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The cloud is an attractive option for small to medium-sized businesses because it allows a company to skip the infrastructure investment (like servers and storage) and the overhead of setting up and operating these applications on-site. Instead, cloud services are implemented with a simple download and are paid for on a monthly basis, like other recurring expenses. But there are some downsides to traditional cloud services that an SMB needs to be aware of. For companies looking to take advantage of the cloud the way they get into the cloud is an important decision.
The knock on pure cloud solutions, like cloud backup, is that since they store all data in the cloud they require a lot of data movement over an internet connection, especially for the initial backup. This can mean a significant amount of time to get data up to the cloud before the backup is complete and data is safe. For this reason, many cloud-based backup providers have started offering a “hybrid” option, where they place an appliance on-site which handles the backup locally, storing the data on the appliance and then moving that data up to the cloud, transparently to the users.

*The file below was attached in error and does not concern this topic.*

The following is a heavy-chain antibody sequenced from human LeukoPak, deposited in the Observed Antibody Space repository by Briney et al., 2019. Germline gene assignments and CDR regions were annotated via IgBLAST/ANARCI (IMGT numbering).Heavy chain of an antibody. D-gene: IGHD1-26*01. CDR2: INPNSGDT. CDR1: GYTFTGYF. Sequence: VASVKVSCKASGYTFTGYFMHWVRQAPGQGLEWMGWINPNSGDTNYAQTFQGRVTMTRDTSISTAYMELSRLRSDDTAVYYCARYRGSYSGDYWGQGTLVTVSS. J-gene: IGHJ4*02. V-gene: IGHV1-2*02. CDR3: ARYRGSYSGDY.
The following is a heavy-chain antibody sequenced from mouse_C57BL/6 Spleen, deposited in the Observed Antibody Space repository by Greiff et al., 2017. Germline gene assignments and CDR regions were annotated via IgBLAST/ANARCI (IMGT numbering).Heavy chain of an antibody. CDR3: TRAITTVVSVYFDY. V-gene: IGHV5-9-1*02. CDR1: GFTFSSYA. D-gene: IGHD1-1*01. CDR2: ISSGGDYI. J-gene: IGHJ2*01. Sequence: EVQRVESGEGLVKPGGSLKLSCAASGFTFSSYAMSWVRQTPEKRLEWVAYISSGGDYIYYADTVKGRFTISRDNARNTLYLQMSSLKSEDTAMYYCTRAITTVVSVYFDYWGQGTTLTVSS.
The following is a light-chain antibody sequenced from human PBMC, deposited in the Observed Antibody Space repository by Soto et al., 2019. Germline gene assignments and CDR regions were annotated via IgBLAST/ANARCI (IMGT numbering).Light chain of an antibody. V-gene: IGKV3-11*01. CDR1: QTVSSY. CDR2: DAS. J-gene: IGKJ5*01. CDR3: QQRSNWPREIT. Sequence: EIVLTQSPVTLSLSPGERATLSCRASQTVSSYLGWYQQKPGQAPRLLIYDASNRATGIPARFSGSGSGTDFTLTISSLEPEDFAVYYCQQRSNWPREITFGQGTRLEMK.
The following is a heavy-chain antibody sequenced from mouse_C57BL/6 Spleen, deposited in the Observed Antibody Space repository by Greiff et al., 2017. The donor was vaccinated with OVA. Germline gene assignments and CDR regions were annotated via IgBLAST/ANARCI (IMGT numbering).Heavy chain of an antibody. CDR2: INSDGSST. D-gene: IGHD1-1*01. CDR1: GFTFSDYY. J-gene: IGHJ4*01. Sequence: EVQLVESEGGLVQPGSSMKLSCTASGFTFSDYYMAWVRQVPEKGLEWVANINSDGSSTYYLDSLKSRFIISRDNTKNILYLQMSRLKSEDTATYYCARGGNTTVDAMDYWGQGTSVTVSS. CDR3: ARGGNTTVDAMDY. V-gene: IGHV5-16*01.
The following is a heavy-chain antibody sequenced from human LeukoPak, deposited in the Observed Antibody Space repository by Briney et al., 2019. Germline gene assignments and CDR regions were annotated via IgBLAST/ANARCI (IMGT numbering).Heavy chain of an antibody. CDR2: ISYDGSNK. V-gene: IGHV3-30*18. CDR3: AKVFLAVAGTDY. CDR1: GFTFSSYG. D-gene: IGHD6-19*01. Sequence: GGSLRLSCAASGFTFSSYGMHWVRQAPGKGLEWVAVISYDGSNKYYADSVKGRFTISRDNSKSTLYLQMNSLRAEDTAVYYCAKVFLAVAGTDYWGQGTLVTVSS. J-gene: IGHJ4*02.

This means the company gets fast backup, their backup window is short because data is only moving over the LAN. They also get integration with the cloud, so the backend process is handled automatically. It’s a ‘best of both worlds’ kind of solution for many companies. Hybrid solutions can also allow them to select which data they want to send to the cloud, keeping sensitive data on local storage to comply with regulations or with company policy.
But each cloud-based service, like backup or file sharing and collaboration, must be bought separately and typically are charged for based on the number of users. This can be fine for a company with a dozen employees, but if they have twenty or thirty users, cloud solutions can get expensive, quickly. And for hybrid solutions this can mean bringing in a separate box for each one, increasing the cost and complexity of their cloud decision. This can make the cloud less appealing as they add more services.
For SMBs a small business server can be a better way to bring the goodness of the cloud without the downside of dedicated local appliances. In addition to local file sharing and backup, they also integrate with the cloud to provide a hybrid solution for multiple services in the same box, plus run software for the applications that aren’t available in the cloud. For more information on how SMBs can get into the cloud the right way, tune in to this webinar from StorageSwiss “Three Reasons why an SMB’s First Server should be more than a NAS”.
Western Digital is a client of Storage Switzerland